Betty Rymer at the Betty Rymer | About

The inquiry into the life of Betty Rymer began with the seemingly simple question, “Who is Betty Rymer?” The more difficult the answer became, the more important the question seemed. Who was this woman, whose name is so public yet as an individual remained invisible? As an examination into memorial, erasure, and public and private memory, Amber Ginsburg and Katie Hargrave devote this to Betty Rymer.

We began with an internet search. The results pointed first to a place, the Betty Rymer Gallery at The School of the Art Institute of Chicago, but also led to names of individual artists who have shown at the Betty Rymer Gallery. The words “Betty Rymer” traffic in the cultural cache of the art world rather than as a marker for her life and work. By bringing a representation of her life and history to the internet, we allow Betty Rymer to participate in the realm in which she travels. Over time, this website addressing her history, might elevate her as the top Google hit.

Betty Rymer was diagnosed with Type 1 diabetes at age 18. In 1946, it was considered a death sentence. Betty spent much of her life performing extreme acts to publicly hide her disease. Publicly, she ate copious amounts of sweets and drank alcohol to dissuade suspicion about her diabetes. Betty was interested in remaining public through extreme acts of privacy and she was a successful survivor on her own terms. In all, Betty had 32 surgeries in 32 years.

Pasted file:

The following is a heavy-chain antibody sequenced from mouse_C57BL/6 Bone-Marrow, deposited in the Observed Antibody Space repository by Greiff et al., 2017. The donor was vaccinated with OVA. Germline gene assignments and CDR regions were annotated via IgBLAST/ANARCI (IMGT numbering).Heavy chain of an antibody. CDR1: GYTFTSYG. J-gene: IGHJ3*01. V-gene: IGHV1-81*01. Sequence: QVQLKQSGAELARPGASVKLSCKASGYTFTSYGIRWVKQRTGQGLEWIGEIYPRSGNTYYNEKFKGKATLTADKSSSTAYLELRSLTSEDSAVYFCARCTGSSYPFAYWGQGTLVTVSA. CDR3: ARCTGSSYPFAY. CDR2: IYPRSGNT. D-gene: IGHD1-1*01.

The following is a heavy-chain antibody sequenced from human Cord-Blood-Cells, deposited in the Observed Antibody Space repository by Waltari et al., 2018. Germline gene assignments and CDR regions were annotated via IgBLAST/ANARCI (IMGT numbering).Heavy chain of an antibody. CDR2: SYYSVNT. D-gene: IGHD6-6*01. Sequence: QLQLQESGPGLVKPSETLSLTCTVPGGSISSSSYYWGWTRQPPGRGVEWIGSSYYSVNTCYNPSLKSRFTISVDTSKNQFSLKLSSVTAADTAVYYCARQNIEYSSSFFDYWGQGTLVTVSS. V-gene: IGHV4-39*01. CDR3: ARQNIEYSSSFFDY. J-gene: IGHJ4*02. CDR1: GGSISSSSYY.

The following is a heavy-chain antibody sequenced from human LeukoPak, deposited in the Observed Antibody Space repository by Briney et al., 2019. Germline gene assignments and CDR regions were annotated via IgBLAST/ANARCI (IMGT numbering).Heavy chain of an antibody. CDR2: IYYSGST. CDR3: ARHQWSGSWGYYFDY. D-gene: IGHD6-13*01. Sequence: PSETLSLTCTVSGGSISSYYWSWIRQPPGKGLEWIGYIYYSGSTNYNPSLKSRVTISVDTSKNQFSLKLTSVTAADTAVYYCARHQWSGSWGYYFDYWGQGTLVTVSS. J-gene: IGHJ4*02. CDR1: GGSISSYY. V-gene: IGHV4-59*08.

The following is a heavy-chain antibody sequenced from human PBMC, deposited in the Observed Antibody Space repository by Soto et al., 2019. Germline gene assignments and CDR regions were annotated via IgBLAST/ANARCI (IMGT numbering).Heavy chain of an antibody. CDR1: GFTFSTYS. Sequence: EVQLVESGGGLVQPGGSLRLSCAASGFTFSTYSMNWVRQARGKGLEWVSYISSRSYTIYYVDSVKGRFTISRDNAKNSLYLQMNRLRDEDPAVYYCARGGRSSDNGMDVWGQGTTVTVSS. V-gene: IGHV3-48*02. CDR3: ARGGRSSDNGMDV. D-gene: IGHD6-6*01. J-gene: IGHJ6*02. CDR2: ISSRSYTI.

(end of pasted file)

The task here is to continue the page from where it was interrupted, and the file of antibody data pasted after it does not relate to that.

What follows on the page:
Important places associated with Betty’s family history are presented as a way of looking at the juncture between public and private space in Betty Rymer’s life. By showing these sites, place becomes a surrogate for the body. Just as the Betty Rymer Gallery has become the primary place where people have been introduced to Betty, the buildings associated with her biography become extended portraits.

By documenting the places Betty inhabited, showing her paintings, and revealing her history through an event at the Betty Rymer gallery where people at 32 cakes in an hour, we hope to offer what Betty suggested in her life: a public view into selected aspects of her life.

Top 20 | Let them eat cake!

©amber ginsburg and katie hargrave 2009